Maintenance and Care

Here are a few things to consider:

  • Onions should be grown in a location with full sun and good drainage.
  • Although onions require a lot of water, the soil shouldn’t ever become soggy.
  • Once the onions are planted, nitrogen fertilizer should be applied every other week.
  • Diseases and pests: bulb and neck rots, smut; thrips.

Here’s a growing guide for Onion:

9. Peas

Peas (Pisum sativum) are annual plants belonging to the leguminous family.

One of the earliest vegetables to be discovered, the wild plant is native to the Mediterranean region.

Why Grow Peas?

Peas are cool-season plants usually planted in the spring and harvested in the summer.

They are ideal for western Nebraska because they require moisture during April, May, and June, when the region receives the majority of its rain,

Their versatility in the kitchen, ease of cultivation, and low maintenance once established have made them popular in home gardens.

Their roots contain nodules that aid in nitrogen fixation, enriching the soil. They take up little space and can be grown in a vertical garden or on raised beds.

Maintenance and Care

Here are a few things to consider:

  • These plants require full sun and well-drained soil.
  • They require less fertilization than many other vegetables, so a little compost added to the soil before planting is usually sufficient.
  • Choose a location where vining peas can grow up on a trellis or other structure.
  • Diseases and pests: root rots, mildew; aphids, pea weevils.

Here’s a growing guide for peas:

10. Cabbage

In Nebraska gardens, cabbage (Brassica oleracea) is a popular leafy vegetable.

Cabbage, a Middle Eastern native, is ready for harvest 90-120 days after planting.

Why Grow cabbage?

In Nebraska, cabbage is a resilient, simple-to-grow vegetable that can be grown in the spring or fall.

The majority of varieties produce green heads, but some do as well. It stores well for long periods of time.

Cabbage is high-yielding and most varieties are frost-hardy.

Maintenance and Care

Here are a few things to consider:

  • Cabbage requires 6 to 8 hours of sunlight each day to grow.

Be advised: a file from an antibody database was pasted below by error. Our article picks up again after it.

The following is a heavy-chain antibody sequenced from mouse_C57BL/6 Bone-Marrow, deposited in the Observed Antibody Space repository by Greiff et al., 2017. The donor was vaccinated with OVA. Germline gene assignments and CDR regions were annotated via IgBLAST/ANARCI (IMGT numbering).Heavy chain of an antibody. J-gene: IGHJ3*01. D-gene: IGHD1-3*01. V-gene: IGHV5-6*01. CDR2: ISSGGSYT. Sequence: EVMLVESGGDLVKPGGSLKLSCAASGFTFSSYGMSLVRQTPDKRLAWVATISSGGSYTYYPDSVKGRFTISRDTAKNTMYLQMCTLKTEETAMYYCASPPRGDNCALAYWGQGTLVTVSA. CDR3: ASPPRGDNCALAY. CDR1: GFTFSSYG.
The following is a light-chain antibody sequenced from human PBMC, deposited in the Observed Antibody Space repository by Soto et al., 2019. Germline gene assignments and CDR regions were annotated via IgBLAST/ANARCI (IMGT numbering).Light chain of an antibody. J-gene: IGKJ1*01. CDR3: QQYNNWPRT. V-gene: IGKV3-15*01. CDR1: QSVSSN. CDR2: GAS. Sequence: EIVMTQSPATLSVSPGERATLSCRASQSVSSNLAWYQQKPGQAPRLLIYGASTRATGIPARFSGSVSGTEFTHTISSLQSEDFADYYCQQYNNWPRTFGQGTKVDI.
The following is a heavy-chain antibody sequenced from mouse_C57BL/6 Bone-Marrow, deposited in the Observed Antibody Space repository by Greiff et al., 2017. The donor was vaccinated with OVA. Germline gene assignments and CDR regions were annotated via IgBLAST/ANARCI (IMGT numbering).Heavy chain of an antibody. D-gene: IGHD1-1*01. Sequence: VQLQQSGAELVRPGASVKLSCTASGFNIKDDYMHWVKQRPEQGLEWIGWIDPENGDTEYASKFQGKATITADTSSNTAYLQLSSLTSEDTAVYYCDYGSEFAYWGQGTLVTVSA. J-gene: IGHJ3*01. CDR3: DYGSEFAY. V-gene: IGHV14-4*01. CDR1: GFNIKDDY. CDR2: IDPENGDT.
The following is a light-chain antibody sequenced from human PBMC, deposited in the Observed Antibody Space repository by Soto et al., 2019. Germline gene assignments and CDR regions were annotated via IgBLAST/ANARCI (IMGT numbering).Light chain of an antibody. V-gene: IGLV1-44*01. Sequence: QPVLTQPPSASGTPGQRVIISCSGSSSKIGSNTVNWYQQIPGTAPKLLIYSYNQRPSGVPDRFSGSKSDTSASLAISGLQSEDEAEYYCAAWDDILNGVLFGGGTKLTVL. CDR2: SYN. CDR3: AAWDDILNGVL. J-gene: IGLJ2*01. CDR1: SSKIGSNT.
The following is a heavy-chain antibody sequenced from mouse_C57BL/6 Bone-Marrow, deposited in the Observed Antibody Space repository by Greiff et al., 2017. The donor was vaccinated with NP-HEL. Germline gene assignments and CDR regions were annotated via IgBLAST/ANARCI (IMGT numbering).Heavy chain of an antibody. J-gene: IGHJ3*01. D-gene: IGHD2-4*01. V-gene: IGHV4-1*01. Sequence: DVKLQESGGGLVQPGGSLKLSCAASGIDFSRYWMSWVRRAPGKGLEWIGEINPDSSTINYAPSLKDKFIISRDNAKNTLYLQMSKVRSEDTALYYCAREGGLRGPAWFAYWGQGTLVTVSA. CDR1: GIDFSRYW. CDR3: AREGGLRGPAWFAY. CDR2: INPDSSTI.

• Fertilizers high in nitrogen, potassium, phosphorus, and boron are necessary for growing cabbage plants.
  • Pests and diseases: Aphids and cabbage worms.

Here’s a growing guide for cabbages:

What is the easiest-growing vegetable in Nebraska?

Beans, peas, and cucumbers are some of the easiest-growing vegetables in Nebraska.

What is the best time to grow vegetables in Nebraska?

The best time to grow warm-weather plants is late spring to early fall, you can start planting around mid-May. The best time to grow cool-weather plants is spring and fall, you can start planting in April for spring plants and September for fall plants.


What crop grows best in Nebraska?

Corn is the best and most widely grown crop in Nebraska on a large scale. However, when it comes to backyard gardens, there might be other plants that grow better and easier.

What to plant in may in Nebraska?

By May 1st you can start planting cantaloupe, cucumber, pumpkin, and summer squash. Around mid-May, you can start planting eggplant, muskmelons, okra, peppers, sweet corn, sweet potatoes, and tomatoes.

When can you plant tomatoes outside in Nebraska?

The suggested planting date in eastern Nebraska is May 10. Gardeners in southeastern Nebraska can plant one week earlier, while those in northern Nebraska must wait an additional week. The last practical date to plant tomatoes is around June 20.

Quick Recap: Top Vegetables to Grow In Nebraska

Here is a quick summary of the best veggies you can grow in Nebraska –

Table: Summary of Best Veggies to Grow in Nebraska

VegetableWhy grow?
Beans1. Drought hardy, less space
2. Nitrogen-fixing
Cucumber1. Mature quickly
2. Bear lot of produce throughout the growing period
Okra1. Enriches soil and reduces weed
2. Harvest reaped within 2 months
Eggplant1. Drought tolerant
2. Do not require an external pollinator
Pepper1. Require less space
2. Produce well for the space given
Corn1. Staple crop of Nebraska
2. Enrich soil
Cauliflower1. Heat/cold resistant varieties available
2. Stores well
Onion1. Inexpensive
2. Hardy vegetable
Peas1. Cold hardy
2. Nitrogen-fixing
Kale1. Cold hardy
2. Ornamental


I hope this article was helpful in your quest for the best vegetables to grow in your Nebraska garden.

If you have any suggestions or experiences that you would like to share, please leave a comment below.

Lastly, I urge you to share this article with your friends and family so they, too can take advantage of this great resource.